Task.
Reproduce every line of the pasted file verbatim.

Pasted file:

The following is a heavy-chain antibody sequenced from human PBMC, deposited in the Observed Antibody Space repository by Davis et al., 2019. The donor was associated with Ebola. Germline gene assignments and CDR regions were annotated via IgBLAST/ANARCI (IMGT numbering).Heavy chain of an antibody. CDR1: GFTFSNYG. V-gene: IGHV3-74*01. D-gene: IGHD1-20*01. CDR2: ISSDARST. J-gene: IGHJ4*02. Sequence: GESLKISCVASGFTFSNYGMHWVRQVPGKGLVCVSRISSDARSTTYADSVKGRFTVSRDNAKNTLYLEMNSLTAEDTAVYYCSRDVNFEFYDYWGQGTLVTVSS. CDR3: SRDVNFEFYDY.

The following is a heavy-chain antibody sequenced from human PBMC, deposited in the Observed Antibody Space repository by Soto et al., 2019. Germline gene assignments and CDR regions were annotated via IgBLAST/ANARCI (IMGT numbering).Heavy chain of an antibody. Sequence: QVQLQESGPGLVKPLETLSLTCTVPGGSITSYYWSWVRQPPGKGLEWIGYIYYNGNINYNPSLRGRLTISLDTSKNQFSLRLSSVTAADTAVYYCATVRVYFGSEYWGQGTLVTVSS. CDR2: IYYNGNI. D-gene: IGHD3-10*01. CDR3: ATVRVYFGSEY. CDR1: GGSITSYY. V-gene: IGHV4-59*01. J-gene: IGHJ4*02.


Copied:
The following is a heavy-chain antibody sequenced from human PBMC, deposited in the Observed Antibody Space repository by Davis et al., 2019. The donor was associated with Ebola. Germline gene assignments and CDR regions were annotated via IgBLAST/ANARCI (IMGT numbering).Heavy chain of an antibody. CDR1: GFTFSNYG. V-gene: IGHV3-74*01. D-gene: IGHD1-20*01. CDR2: ISSDARST. J-gene: IGHJ4*02. Sequence: GESLKISCVASGFTFSNYGMHWVRQVPGKGLVCVSRISSDARSTTYADSVKGRFTVSRDNAKNTLYLEMNSLTAEDTAVYYCSRDVNFEFYDYWGQGTLVTVSS. CDR3: SRDVNFEFYDY.

The following is a heavy-chain antibody sequenced from human PBMC, deposited in the Observed Antibody Space repository by Soto et al., 2019. Germline gene assignments and CDR regions were annotated via IgBLAST/ANARCI (IMGT numbering).Heavy chain of an antibody. Sequence: QVQLQESGPGLVKPLETLSLTCTVPGGSITSYYWSWVRQPPGKGLEWIGYIYYNGNINYNPSLRGRLTISLDTSKNQFSLRLSSVTAADTAVYYCATVRVYFGSEYWGQGTLVTVSS. CDR2: IYYNGNI. D-gene: IGHD3-10*01. CDR3: ATVRVYFGSEY. CDR1: GGSITSYY. V-gene: IGHV4-59*01. J-gene: IGHJ4*02.